DEMENTIA patients are being woken, washed and dressed at 5.30am to ease pressure on hospital nurses in Edinburgh, an MSP has claimed.
Labour’s Neil Findlay is calling for an inquiry after being contacted by staff at the Western General Hospital.
He said they told him the practice, at the hospital’s long stay elderly care wards, left patients distressed and disorientated.
And he says he has previously been approached by staff at other hospitals, who have also reported patients being woken before 6am.
NHS Lothian’s director of nursing said it was not “policy or practice” to wake patients so early but said nightshift staff will get patients up if “they are awake early and want to get dressed”.
Mr Findlay said: “This is not the first time I’ve been told about this practice by staff who are concerned about the effect this is having on some of the most vulnerable patients being cared for.
“It’s simply unacceptable and must be stopped immediately. A number of nurses have told me they are being ordered to wake patients, get them changed, washed, up and dressed before they finish their night shifts.
“They say this is being done to ease the pressure on day staff, and it means getting patients up from 5.30am. They’ve told me patients’ beds are made which means they are left sitting in chairs in the ward for hours.”
Mr Findlay said he will be asking for a meeting with NHS Lothian’s Chief Executive to discuss the claims.
“It’s deeply upsetting for the patients, and deeply upsetting for the dedicated nurses who say this is not what they got into nursing for.
“These patients deserve the very best care and to be treated with dignity, and the nurses who have blown the whistle deserve the utmost praise for speaking out.”
Age Concern Scotland’s Head of Policy, Adam Stachura said such a practice might aggravate some patients’ conditions.
He said: “For dementia patients in hospital a one-size-fits-all approach to their care doesn’t always work and can exacerbate their condition.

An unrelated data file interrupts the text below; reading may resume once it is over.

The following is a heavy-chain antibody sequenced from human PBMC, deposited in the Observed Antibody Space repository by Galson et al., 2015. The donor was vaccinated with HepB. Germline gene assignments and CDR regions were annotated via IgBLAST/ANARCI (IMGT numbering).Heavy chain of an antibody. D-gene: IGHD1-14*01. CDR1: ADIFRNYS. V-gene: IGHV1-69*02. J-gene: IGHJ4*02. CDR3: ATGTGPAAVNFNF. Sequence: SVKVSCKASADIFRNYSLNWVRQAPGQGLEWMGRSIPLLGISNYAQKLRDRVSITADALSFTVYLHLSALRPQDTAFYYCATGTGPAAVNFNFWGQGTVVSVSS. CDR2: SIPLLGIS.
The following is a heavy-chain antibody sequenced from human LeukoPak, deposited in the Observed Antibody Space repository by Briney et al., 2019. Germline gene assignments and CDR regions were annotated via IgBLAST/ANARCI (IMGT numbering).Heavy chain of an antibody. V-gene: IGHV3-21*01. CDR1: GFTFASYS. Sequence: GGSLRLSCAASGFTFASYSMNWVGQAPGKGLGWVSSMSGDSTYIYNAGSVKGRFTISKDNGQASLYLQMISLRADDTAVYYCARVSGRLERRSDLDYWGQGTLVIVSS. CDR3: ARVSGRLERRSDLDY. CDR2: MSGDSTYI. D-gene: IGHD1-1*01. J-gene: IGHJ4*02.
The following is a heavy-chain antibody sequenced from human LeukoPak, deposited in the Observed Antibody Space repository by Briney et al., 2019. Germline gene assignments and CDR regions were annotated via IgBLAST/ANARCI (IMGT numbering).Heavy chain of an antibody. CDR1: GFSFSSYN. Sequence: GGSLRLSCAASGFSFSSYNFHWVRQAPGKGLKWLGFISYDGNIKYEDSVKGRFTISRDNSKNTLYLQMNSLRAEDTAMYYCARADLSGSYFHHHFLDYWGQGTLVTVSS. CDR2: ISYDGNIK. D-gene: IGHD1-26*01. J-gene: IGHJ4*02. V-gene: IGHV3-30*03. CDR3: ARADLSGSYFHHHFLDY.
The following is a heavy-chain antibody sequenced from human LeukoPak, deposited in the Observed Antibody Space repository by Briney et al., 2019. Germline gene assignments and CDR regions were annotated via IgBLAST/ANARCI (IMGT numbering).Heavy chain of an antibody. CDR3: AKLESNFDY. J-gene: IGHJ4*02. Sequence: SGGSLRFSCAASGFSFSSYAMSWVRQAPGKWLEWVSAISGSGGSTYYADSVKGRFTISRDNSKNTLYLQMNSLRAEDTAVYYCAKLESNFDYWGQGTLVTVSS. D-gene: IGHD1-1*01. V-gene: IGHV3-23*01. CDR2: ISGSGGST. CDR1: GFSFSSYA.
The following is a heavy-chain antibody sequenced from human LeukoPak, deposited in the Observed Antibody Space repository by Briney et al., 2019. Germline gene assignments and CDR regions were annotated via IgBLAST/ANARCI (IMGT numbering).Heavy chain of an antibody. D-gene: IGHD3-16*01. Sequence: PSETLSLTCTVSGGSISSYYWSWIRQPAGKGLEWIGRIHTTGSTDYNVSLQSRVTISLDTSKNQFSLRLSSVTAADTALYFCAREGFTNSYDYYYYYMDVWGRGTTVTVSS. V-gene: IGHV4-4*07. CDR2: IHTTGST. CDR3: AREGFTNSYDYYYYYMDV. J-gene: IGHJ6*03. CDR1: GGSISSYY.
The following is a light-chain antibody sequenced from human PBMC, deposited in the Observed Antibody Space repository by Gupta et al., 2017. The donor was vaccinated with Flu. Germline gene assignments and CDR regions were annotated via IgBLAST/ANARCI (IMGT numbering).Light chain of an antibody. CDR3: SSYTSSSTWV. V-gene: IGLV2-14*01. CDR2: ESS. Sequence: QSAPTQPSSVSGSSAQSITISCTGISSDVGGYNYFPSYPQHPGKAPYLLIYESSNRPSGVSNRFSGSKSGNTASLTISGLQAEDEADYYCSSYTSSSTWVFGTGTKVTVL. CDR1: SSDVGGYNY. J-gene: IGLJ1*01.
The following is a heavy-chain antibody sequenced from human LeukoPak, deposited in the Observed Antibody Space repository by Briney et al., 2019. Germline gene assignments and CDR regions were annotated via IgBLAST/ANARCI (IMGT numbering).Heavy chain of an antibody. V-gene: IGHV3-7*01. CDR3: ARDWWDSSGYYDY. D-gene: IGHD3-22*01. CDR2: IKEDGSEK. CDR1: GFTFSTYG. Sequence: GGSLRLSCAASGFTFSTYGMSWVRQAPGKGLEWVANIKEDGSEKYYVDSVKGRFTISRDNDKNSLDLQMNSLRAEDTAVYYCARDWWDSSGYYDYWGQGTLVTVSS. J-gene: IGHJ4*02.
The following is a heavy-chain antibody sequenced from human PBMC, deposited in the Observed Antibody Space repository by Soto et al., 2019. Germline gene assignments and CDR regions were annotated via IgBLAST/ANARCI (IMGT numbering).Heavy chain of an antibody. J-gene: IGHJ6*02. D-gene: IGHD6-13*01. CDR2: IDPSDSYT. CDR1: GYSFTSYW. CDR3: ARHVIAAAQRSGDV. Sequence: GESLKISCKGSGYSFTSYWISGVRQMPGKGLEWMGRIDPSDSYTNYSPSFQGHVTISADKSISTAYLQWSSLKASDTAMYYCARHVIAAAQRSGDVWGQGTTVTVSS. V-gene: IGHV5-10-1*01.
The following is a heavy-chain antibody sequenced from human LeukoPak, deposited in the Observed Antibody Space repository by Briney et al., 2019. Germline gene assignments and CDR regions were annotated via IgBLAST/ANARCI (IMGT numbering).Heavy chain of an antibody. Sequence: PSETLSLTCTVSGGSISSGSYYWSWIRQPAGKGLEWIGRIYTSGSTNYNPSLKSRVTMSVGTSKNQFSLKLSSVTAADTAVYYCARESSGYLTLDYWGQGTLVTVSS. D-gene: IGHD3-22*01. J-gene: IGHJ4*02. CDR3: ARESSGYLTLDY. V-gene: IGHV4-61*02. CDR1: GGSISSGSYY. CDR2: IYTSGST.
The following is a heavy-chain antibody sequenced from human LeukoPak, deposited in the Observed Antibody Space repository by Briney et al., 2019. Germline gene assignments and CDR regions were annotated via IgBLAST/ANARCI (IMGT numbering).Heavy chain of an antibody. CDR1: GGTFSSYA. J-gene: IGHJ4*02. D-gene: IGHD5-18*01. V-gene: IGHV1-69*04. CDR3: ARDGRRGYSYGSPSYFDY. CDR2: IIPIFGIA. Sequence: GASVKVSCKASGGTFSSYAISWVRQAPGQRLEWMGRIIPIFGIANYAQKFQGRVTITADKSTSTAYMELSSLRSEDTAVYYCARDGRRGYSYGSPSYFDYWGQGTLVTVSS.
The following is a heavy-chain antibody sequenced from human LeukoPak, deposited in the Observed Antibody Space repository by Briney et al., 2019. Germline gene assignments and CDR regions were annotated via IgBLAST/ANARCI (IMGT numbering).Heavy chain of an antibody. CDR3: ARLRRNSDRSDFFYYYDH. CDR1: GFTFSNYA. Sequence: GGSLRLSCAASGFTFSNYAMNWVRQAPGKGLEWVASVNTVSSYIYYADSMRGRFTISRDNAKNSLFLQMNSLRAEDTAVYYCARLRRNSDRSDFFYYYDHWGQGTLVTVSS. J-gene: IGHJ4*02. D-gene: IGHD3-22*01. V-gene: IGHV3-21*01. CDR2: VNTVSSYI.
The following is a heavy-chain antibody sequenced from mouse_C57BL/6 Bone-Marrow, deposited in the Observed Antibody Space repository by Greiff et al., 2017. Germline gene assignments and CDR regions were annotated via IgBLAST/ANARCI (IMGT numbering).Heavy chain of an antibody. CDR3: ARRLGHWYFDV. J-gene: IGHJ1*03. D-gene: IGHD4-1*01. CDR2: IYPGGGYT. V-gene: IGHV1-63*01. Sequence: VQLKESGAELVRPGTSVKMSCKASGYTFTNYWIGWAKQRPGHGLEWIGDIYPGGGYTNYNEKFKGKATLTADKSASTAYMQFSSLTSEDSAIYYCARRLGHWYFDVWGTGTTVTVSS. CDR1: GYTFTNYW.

“We have heard of older people with dementia in hospital who have responded much better to treatment they are receiving by being allowed to sleep for longer and wake when they are ready, later in the morning.
“This relieves the stress, confusion and sometimes aggression they can display towards staff as a result of their dementia. It also means that they aren’t kept in hospital for longer than they need to be.”
Alzheimer Scotland say there is a national commitment policy to deliver a 10 point care action plan for patients under Scotland’s National Dementia Strategy.
Chief Executive Henry Simmons said: “It must be ensured these plans are being implemented and it would be a backwards step if current pressures on the NHS delivered poorer outcomes for people with dementia.
“This need not and should not be the case given the improvements and progress.”
Irenee O’neill of the Independent Federation of Nursing said: “This is not an isolated situation. Last year we had to intervene to stop this happening in another large health board.”
Professor Alex Mcmahon, Nurse Director, NHS Lothian, said: “It is not our policy or practice to wake patients at 5.30am and we would not ask staff to get patients out of bed and washed, simply to help with the daily functioning of the ward.
“Where appropriate, if patients are awake early and want to get up and dressed and ready for breakfast, nightshift staff can and may assist them in doing this, but this is the exception and not the norm.”
“If patients, families or staff have any concerns, I would encourage them to speak to the nurse in charge of the ward or to contact us.”